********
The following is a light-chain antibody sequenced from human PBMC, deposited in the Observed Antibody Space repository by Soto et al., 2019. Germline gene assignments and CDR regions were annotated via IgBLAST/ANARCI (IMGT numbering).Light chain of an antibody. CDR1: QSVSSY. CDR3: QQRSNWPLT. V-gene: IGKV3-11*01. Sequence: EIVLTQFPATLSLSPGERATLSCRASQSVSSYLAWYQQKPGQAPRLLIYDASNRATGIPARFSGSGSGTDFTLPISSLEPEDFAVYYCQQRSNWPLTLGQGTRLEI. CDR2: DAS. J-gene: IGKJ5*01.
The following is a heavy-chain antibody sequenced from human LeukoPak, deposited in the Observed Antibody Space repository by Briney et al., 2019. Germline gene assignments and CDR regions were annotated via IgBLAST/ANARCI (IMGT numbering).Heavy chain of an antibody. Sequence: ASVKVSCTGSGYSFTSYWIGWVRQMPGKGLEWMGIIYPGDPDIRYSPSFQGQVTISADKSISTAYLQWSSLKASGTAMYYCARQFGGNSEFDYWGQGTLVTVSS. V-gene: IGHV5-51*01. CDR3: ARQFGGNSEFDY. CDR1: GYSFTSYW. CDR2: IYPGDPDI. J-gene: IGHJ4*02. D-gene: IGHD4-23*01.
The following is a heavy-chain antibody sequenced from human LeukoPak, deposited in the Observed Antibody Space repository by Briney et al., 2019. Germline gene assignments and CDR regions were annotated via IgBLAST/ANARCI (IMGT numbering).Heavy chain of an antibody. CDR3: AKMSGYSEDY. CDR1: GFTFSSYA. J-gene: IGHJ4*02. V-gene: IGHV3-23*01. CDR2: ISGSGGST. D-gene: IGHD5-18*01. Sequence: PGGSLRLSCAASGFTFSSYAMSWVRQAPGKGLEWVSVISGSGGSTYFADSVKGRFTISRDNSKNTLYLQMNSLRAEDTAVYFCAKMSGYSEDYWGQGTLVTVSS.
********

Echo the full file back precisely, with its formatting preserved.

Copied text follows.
The following is a light-chain antibody sequenced from human PBMC, deposited in the Observed Antibody Space repository by Soto et al., 2019. Germline gene assignments and CDR regions were annotated via IgBLAST/ANARCI (IMGT numbering).Light chain of an antibody. CDR1: QSVSSY. CDR3: QQRSNWPLT. V-gene: IGKV3-11*01. Sequence: EIVLTQFPATLSLSPGERATLSCRASQSVSSYLAWYQQKPGQAPRLLIYDASNRATGIPARFSGSGSGTDFTLPISSLEPEDFAVYYCQQRSNWPLTLGQGTRLEI. CDR2: DAS. J-gene: IGKJ5*01.
The following is a heavy-chain antibody sequenced from human LeukoPak, deposited in the Observed Antibody Space repository by Briney et al., 2019. Germline gene assignments and CDR regions were annotated via IgBLAST/ANARCI (IMGT numbering).Heavy chain of an antibody. Sequence: ASVKVSCTGSGYSFTSYWIGWVRQMPGKGLEWMGIIYPGDPDIRYSPSFQGQVTISADKSISTAYLQWSSLKASGTAMYYCARQFGGNSEFDYWGQGTLVTVSS. V-gene: IGHV5-51*01. CDR3: ARQFGGNSEFDY. CDR1: GYSFTSYW. CDR2: IYPGDPDI. J-gene: IGHJ4*02. D-gene: IGHD4-23*01.
The following is a heavy-chain antibody sequenced from human LeukoPak, deposited in the Observed Antibody Space repository by Briney et al., 2019. Germline gene assignments and CDR regions were annotated via IgBLAST/ANARCI (IMGT numbering).Heavy chain of an antibody. CDR3: AKMSGYSEDY. CDR1: GFTFSSYA. J-gene: IGHJ4*02. V-gene: IGHV3-23*01. CDR2: ISGSGGST. D-gene: IGHD5-18*01. Sequence: PGGSLRLSCAASGFTFSSYAMSWVRQAPGKGLEWVSVISGSGGSTYFADSVKGRFTISRDNSKNTLYLQMNSLRAEDTAVYFCAKMSGYSEDYWGQGTLVTVSS.